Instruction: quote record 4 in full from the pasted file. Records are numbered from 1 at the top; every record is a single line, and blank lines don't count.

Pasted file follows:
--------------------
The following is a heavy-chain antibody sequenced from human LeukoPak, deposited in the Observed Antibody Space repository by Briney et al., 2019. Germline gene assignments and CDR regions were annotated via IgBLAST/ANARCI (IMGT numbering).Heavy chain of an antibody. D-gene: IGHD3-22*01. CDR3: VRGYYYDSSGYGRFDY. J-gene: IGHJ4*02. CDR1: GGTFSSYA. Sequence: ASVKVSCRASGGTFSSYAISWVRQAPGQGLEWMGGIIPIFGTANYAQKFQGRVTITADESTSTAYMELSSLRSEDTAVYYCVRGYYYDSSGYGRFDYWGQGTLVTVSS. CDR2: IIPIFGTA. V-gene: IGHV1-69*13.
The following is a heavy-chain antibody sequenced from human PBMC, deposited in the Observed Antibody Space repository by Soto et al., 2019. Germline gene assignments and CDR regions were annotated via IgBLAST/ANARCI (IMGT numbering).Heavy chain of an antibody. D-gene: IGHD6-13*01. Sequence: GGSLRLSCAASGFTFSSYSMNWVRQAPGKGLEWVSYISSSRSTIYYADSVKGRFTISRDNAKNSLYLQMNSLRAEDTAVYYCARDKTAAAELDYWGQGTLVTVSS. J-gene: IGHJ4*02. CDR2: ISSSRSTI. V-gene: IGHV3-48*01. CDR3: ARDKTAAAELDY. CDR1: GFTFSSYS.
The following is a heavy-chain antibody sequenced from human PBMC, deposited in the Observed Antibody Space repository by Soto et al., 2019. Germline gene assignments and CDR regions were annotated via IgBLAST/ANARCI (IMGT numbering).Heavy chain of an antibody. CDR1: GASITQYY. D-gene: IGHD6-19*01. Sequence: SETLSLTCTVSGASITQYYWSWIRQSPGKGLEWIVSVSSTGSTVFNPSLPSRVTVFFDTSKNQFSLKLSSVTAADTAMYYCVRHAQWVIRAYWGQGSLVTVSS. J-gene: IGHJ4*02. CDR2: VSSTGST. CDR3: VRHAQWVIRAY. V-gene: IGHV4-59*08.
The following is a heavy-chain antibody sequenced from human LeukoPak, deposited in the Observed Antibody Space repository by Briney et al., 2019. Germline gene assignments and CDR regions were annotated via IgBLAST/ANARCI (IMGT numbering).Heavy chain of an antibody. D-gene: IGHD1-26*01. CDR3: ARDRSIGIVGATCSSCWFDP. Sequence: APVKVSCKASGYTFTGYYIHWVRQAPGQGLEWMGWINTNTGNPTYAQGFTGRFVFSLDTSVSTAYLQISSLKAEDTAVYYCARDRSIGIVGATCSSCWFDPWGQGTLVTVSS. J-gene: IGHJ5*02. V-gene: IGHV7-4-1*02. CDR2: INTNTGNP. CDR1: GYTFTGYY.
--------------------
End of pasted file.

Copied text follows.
The following is a heavy-chain antibody sequenced from human LeukoPak, deposited in the Observed Antibody Space repository by Briney et al., 2019. Germline gene assignments and CDR regions were annotated via IgBLAST/ANARCI (IMGT numbering).Heavy chain of an antibody. D-gene: IGHD1-26*01. CDR3: ARDRSIGIVGATCSSCWFDP. Sequence: APVKVSCKASGYTFTGYYIHWVRQAPGQGLEWMGWINTNTGNPTYAQGFTGRFVFSLDTSVSTAYLQISSLKAEDTAVYYCARDRSIGIVGATCSSCWFDPWGQGTLVTVSS. J-gene: IGHJ5*02. V-gene: IGHV7-4-1*02. CDR2: INTNTGNP. CDR1: GYTFTGYY.